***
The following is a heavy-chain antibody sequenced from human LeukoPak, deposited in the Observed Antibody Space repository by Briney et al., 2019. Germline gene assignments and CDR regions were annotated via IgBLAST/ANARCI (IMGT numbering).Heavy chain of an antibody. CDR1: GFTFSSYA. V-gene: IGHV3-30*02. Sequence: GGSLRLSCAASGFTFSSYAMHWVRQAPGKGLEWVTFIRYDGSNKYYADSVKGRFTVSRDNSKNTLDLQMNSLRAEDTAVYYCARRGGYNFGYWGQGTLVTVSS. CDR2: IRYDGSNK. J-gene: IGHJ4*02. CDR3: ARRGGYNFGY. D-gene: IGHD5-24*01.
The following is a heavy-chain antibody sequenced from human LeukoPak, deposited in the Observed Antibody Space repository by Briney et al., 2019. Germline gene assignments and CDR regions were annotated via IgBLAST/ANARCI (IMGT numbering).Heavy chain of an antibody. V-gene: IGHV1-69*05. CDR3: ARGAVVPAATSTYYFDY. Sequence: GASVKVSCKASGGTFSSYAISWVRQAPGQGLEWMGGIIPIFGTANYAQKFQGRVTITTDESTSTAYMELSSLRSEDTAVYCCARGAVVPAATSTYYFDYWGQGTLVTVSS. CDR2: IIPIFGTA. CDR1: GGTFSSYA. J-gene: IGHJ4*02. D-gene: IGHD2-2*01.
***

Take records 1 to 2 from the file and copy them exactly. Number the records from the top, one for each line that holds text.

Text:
The following is a heavy-chain antibody sequenced from human LeukoPak, deposited in the Observed Antibody Space repository by Briney et al., 2019. Germline gene assignments and CDR regions were annotated via IgBLAST/ANARCI (IMGT numbering).Heavy chain of an antibody. CDR1: GFTFSSYA. V-gene: IGHV3-30*02. Sequence: GGSLRLSCAASGFTFSSYAMHWVRQAPGKGLEWVTFIRYDGSNKYYADSVKGRFTVSRDNSKNTLDLQMNSLRAEDTAVYYCARRGGYNFGYWGQGTLVTVSS. CDR2: IRYDGSNK. J-gene: IGHJ4*02. CDR3: ARRGGYNFGY. D-gene: IGHD5-24*01.
The following is a heavy-chain antibody sequenced from human LeukoPak, deposited in the Observed Antibody Space repository by Briney et al., 2019. Germline gene assignments and CDR regions were annotated via IgBLAST/ANARCI (IMGT numbering).Heavy chain of an antibody. V-gene: IGHV1-69*05. CDR3: ARGAVVPAATSTYYFDY. Sequence: GASVKVSCKASGGTFSSYAISWVRQAPGQGLEWMGGIIPIFGTANYAQKFQGRVTITTDESTSTAYMELSSLRSEDTAVYCCARGAVVPAATSTYYFDYWGQGTLVTVSS. CDR2: IIPIFGTA. CDR1: GGTFSSYA. J-gene: IGHJ4*02. D-gene: IGHD2-2*01.